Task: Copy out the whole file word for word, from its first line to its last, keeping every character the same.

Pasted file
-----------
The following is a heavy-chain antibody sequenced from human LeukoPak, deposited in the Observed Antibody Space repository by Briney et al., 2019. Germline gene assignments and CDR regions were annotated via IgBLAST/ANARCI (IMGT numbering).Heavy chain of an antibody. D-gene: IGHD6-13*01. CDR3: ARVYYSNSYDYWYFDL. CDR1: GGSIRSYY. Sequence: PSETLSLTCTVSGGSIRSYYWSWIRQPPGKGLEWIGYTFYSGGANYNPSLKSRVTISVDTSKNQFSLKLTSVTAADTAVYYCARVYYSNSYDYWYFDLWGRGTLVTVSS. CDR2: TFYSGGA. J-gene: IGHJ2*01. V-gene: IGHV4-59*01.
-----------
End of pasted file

The following is a heavy-chain antibody sequenced from human LeukoPak, deposited in the Observed Antibody Space repository by Briney et al., 2019. Germline gene assignments and CDR regions were annotated via IgBLAST/ANARCI (IMGT numbering).Heavy chain of an antibody. D-gene: IGHD6-13*01. CDR3: ARVYYSNSYDYWYFDL. CDR1: GGSIRSYY. Sequence: PSETLSLTCTVSGGSIRSYYWSWIRQPPGKGLEWIGYTFYSGGANYNPSLKSRVTISVDTSKNQFSLKLTSVTAADTAVYYCARVYYSNSYDYWYFDLWGRGTLVTVSS. CDR2: TFYSGGA. J-gene: IGHJ2*01. V-gene: IGHV4-59*01.